Do It Yourself Solutions to Professional Photo Gear
By Cyrill Harnischmacher
Publisher: Rocky Nook
Released: June 2007
The serious amateur photographer often faces the problem that even after all the dollars spent on camera, lenses, computer gear, and software, the spending never seems to end. More gear is needed for studio photography, tabletop photography, flash photography, and for accessories here and there. And in many cases, the right accessories are not even available. That is where this book comes in. Low Budget Shooting is the one-stop source where you will find instructions and a shopping list on how to build an array of useful and inexpensive photographic tools.
Filled with full-color images and easy-to-follow text, this book shows how to build essential lighting and studio equipment; how to make the perfect light-table for shooting small objects; and how to build reflectors, soft-boxes, and light-tents that really work. It also tells where to get some of the little helpers that make a photographer's life so much easier. This clever little book is a creative and valuable resource for most any photographer.
A book review by George Hawkins, Computer Operators of Marysville & Port Huron
Photography has been one of my hobbies for over 55 years. Low Budget Shooting, written by Cherill Harnischmacher, and published by rockynook, is one of the most unique photography books I have ever seen. It adds a perspective to one aspect of photography that is indeed eye-opening.
The whole subject of the book is about using and balancing light sources in a studio for near close-up and tabletop photography. It illustrates how you can, with very common and readily available materials and tools, construct very functional light management devices for a fraction of the cost of buying ready-made equipment.
Although not everyone will use each device illustrated, this book makes an excellent reference should the need arise.
Full color pictures of what using these devices accomplish, along with illustrations showing their construction, make for easy reading and understanding. Lacking drawings and detailed instructions for building the devices is not necessarily a negative; the reader, once the concept is understood, is free to tailor the construction to their own needs.
With the advent of digital cameras and the general use of personal computers, the quality of "snapshots" has improved to levels that were reserved for only the serious amateur just a decade ago. This very inexpensive book ($19.95) should be well worth its price for the serious amateur photographer and camera/computer users who want to improve the quality of their pictures.
I was very excited when this book showed up in the mail. I like many amateur photographers don't have the necessary funding to purchase a lot of studio equipment and much of what I have has been hand-made. I opened the book and immediately was intrigued with the photos of the gear and how professional all the setups appeared. The book has great directions with many hints on how to construct and where to buy the necessary parts for the projects. However, much of the materials that are used in construction of these items are very hard to find domestically and much has to be shipped from Europe. The added cost really doesn't justify building the items. Our camera club built 2 items from the book and honestly by the time we found all the materials it would have only cost a few more dollars to buy one pre-made. The ideas are great and many of the products can be built using more readily available products, with slight modifications. The book offers many ideas to everyday items used in photography. On a side note there are also many places in the book that use standard measurements, some places in the book only use metric measurements, and then some places use both. One item we built used some of both but not combined so we had to do some conversion from metric to standard. Overall the book is fantastic and supplies many ideas to the everyday photographer.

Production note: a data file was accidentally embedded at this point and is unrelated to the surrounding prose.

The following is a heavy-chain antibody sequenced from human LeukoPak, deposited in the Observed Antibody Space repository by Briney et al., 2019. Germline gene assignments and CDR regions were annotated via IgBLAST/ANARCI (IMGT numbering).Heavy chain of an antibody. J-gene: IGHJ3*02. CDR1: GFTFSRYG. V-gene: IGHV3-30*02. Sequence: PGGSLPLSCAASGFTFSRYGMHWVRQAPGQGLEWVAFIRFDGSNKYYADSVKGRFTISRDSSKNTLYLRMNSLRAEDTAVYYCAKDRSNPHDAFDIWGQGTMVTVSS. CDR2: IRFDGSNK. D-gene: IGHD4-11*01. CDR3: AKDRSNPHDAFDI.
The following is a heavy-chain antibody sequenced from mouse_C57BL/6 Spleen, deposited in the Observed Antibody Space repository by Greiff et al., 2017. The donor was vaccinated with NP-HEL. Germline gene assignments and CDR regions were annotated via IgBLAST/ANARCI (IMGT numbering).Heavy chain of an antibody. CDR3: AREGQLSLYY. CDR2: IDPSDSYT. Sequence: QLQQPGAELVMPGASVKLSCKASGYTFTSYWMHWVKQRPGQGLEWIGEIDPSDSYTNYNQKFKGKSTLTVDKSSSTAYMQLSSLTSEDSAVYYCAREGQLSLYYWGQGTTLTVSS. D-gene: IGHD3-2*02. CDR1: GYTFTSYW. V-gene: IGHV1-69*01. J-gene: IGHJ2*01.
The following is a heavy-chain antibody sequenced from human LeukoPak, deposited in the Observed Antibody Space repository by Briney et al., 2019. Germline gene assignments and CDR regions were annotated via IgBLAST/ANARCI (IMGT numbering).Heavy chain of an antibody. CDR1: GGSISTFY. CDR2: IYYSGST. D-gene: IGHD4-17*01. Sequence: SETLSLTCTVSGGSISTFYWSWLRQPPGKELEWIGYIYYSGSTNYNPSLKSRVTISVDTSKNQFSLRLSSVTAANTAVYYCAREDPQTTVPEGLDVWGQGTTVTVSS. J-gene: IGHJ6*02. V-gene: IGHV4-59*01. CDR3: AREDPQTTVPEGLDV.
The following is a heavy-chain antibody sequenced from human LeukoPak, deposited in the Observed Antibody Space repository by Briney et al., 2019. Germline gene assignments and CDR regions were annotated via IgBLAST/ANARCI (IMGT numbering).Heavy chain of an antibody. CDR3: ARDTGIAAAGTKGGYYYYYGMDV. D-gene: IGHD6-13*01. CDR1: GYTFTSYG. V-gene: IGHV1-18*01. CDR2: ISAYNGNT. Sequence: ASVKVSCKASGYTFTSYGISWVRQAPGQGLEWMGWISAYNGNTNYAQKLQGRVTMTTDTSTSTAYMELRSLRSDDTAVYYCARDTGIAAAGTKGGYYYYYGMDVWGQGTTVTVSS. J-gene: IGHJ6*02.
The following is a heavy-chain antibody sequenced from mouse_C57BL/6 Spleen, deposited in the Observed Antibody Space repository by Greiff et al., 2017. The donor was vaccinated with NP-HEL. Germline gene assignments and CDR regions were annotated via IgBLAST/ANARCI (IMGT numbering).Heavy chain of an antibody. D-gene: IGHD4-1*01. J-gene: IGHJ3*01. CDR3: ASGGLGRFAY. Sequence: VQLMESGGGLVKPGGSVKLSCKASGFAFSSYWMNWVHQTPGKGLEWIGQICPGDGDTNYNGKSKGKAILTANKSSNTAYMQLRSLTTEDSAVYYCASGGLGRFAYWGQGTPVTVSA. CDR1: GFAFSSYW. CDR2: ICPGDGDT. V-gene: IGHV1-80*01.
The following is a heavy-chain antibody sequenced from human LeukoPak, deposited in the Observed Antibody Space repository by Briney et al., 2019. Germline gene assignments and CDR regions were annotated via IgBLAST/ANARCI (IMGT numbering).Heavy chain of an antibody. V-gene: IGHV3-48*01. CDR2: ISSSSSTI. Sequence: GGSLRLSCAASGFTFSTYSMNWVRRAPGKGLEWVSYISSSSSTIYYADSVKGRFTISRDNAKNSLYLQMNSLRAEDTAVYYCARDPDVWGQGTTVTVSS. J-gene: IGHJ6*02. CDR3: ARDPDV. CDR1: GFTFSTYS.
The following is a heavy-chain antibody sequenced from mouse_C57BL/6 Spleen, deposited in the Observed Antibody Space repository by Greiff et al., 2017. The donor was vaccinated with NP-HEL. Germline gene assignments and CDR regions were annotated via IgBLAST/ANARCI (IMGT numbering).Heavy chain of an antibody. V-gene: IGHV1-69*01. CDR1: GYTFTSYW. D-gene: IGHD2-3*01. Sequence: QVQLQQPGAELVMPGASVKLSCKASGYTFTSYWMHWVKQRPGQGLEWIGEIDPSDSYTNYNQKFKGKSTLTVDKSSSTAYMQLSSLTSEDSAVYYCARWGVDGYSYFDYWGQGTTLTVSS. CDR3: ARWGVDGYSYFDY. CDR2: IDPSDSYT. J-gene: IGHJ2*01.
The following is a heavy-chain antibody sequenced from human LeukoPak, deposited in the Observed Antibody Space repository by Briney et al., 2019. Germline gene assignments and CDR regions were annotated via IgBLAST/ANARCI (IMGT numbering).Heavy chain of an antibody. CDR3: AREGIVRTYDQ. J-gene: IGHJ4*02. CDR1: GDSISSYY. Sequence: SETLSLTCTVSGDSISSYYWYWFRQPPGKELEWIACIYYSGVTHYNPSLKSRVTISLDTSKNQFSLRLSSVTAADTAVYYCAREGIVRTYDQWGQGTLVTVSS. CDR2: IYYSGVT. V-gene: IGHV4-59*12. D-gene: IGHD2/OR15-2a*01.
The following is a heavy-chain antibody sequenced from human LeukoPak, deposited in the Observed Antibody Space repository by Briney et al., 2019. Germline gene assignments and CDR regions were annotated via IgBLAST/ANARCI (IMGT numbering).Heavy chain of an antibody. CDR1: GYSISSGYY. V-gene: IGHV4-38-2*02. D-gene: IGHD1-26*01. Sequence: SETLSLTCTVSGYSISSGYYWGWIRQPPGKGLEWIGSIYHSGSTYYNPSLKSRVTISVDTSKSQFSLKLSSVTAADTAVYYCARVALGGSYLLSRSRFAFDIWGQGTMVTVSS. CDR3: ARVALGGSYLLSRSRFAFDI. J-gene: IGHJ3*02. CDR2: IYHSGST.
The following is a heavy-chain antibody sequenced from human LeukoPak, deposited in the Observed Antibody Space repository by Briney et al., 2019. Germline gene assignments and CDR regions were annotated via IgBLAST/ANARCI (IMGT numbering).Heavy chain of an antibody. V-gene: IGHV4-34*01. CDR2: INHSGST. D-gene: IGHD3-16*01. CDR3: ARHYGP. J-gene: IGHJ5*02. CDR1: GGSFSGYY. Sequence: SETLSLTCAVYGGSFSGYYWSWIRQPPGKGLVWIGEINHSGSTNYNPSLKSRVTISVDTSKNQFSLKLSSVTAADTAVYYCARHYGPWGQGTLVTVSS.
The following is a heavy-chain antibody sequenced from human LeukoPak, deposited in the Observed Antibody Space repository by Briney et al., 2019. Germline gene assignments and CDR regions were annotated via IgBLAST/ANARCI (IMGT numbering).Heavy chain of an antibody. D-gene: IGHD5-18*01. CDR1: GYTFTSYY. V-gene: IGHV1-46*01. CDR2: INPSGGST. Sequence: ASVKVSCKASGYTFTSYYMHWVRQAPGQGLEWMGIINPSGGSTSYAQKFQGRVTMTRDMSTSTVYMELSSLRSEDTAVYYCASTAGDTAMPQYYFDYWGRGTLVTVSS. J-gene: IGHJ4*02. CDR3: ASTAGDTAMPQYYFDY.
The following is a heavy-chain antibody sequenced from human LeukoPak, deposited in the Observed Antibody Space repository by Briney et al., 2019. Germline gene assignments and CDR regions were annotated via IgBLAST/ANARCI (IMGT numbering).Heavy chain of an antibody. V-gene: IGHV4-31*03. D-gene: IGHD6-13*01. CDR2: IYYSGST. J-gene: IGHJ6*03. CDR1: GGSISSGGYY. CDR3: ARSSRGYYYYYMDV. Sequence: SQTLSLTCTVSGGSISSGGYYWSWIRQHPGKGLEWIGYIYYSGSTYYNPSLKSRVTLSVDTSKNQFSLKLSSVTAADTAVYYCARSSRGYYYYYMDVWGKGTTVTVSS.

When studio equipment encounters the DIY mentality.
By ben hengst
Comments about oreilly Low Budget Shooting:
Low Budget Shooting, published by rockynook , is a great collection of ideas on how to build studio equipment. The book takes the idea that 1) its cheaper to do it your self and 2) you get what you really need in the end. Cyrill Harnischmacher, does a great job of explaining what is going on and what effects you will get with the equipment you build. Most of the book is about light management (softboxes, reflectors, and other diffusers). I was very happy to see his designs for small seamless backgrounds and table frames. All in all this is a very comprehensive book on building your own equipment. One thing that struck me about this book is that its more about the description of the equipment and there are no blue-prints or ikea like instructions to build them. Cyrill, just explains how to build this and why your doing things this way. It gives you the ability to tinker and play with the construction, something that I found very nice.